2, Vanderbilt University, Nashville, Tennessee, United States
3, Vanderbilt University, Nashville, Tennessee, United States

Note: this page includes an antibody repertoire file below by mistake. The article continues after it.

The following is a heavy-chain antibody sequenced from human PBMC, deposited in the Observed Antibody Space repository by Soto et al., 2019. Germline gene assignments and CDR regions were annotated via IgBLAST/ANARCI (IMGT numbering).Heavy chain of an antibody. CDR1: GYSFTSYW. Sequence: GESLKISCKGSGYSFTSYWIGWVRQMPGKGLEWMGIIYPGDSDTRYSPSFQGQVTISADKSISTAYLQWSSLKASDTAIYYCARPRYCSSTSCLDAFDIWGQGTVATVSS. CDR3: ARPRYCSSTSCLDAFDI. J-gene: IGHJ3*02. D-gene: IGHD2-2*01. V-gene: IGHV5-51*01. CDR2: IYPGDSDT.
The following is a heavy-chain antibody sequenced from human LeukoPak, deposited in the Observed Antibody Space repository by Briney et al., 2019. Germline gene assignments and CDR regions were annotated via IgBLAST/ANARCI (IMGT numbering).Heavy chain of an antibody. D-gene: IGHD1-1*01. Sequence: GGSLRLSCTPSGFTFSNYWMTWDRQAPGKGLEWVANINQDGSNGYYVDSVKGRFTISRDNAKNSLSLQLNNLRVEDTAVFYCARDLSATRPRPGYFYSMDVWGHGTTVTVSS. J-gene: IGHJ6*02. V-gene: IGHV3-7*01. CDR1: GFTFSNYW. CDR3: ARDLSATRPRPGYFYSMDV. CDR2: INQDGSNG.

A critical bottleneck in the development of a high power battery material is to overcome the rate-limiting de-solvation step associated with intercalation of an alkali ion into graphite. Here, I will discuss results focused on utilizing co-intercalation as a method to enable fast charging and high power batteries. This concept pivots on the strong interaction between linear ether solvent molecules and alkali metal ions that results in a solvent shell which chelates the metal ion. This strong interaction leads the ion to maintain its solvent shell through insertion and extraction from graphite, bypassing the normal rate-limiting kinetics associated with desolvation. I will specifically discuss high-rate potassium and sodium co-intercalation into natural graphite that exhibits specific capacities above 100 mAhg-1 at currents of 5 Ag-1. To pair this into a full-cell battery architecture, I will discuss cathode options including Prussian blue nanoparticles that exhibit similar capacities at rates up to 10 C. The results from this work demonstrates how cointercalation of alkali ions poses an exciting option for high power batteries that rely on strategies where moderate energy density and low-cost make them an excellent option for emerging areas of grid storage, electric vehicles, and other high-power applications.